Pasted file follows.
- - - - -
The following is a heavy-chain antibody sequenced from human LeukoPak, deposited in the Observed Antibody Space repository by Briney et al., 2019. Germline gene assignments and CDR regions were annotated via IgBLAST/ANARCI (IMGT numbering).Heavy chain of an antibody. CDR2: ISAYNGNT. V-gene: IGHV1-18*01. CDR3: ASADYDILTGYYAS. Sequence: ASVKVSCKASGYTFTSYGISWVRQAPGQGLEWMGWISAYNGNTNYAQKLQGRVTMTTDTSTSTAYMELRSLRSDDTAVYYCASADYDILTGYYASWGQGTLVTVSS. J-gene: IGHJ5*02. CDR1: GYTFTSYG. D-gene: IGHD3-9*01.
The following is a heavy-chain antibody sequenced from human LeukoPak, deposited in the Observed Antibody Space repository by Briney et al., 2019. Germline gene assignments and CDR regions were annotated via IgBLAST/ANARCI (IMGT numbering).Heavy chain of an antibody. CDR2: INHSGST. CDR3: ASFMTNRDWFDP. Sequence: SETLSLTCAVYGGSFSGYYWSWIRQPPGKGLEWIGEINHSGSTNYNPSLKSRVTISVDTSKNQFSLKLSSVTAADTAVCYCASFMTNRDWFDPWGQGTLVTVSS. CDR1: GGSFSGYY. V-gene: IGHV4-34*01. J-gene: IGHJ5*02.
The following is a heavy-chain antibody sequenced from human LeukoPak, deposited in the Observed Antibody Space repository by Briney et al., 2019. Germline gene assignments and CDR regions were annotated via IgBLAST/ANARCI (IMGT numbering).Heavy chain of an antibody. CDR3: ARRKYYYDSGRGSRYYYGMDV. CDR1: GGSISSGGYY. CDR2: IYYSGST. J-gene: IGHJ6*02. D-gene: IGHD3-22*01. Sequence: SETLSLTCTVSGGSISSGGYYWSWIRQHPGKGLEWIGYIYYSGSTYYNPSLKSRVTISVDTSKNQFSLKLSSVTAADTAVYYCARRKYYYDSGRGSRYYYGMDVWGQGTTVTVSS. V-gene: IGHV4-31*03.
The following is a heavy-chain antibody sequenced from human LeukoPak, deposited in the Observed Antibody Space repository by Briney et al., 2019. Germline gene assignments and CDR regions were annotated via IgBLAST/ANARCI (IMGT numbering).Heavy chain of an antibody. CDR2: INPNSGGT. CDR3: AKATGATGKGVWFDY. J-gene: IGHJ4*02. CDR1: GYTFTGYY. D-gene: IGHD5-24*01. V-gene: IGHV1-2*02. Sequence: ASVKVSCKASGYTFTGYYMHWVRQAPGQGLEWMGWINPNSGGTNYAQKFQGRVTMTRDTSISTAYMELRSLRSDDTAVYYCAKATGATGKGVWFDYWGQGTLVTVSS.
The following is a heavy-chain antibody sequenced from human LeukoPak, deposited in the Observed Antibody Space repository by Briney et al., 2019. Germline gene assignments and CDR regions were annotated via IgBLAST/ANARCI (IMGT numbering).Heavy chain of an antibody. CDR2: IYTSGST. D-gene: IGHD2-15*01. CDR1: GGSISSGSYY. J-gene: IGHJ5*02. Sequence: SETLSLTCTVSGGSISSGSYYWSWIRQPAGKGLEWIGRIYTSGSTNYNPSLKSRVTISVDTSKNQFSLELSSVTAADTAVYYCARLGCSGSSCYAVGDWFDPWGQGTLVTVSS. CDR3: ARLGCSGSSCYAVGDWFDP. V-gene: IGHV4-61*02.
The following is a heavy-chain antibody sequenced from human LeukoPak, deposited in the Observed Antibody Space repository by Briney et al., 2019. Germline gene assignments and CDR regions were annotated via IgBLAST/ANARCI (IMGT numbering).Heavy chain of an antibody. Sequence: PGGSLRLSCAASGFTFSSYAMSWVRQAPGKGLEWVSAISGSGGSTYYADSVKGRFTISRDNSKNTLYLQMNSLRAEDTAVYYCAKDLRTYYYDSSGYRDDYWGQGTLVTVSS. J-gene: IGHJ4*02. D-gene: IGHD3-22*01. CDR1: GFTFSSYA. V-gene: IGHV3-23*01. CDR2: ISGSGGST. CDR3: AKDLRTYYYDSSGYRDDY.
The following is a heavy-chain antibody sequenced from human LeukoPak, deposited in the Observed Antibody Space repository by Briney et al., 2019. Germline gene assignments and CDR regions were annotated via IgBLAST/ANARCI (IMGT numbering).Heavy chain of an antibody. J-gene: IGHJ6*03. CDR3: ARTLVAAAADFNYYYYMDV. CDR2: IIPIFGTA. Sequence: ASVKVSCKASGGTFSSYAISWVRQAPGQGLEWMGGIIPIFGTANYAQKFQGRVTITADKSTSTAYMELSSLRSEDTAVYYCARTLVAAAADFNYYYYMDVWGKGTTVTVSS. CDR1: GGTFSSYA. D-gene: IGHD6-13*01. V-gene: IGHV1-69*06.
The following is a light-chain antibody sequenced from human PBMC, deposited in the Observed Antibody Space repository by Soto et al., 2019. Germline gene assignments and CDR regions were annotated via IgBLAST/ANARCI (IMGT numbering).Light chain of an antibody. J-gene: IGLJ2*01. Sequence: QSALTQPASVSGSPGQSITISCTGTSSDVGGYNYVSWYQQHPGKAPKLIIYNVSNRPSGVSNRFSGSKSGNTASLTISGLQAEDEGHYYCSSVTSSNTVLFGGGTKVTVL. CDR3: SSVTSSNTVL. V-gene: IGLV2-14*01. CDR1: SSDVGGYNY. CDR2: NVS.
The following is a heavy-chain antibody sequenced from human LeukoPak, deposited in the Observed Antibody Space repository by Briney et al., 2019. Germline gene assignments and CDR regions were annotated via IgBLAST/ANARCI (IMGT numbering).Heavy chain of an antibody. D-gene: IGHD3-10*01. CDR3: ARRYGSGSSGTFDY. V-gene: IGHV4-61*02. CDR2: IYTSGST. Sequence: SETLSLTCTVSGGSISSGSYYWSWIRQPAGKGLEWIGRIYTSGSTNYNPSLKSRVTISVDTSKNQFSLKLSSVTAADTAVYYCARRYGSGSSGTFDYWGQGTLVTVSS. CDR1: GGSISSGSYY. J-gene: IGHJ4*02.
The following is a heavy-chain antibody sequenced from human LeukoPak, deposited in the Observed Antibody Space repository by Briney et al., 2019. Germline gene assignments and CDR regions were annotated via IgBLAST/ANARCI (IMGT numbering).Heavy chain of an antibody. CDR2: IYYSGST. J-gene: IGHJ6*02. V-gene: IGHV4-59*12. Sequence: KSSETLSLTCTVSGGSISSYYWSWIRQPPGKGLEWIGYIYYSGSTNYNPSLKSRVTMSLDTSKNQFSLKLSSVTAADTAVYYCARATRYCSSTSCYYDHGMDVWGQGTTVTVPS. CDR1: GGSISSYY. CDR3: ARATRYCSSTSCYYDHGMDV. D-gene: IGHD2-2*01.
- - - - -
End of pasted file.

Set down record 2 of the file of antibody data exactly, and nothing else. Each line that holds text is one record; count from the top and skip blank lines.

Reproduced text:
The following is a heavy-chain antibody sequenced from human LeukoPak, deposited in the Observed Antibody Space repository by Briney et al., 2019. Germline gene assignments and CDR regions were annotated via IgBLAST/ANARCI (IMGT numbering).Heavy chain of an antibody. CDR2: INHSGST. CDR3: ASFMTNRDWFDP. Sequence: SETLSLTCAVYGGSFSGYYWSWIRQPPGKGLEWIGEINHSGSTNYNPSLKSRVTISVDTSKNQFSLKLSSVTAADTAVCYCASFMTNRDWFDPWGQGTLVTVSS. CDR1: GGSFSGYY. V-gene: IGHV4-34*01. J-gene: IGHJ5*02.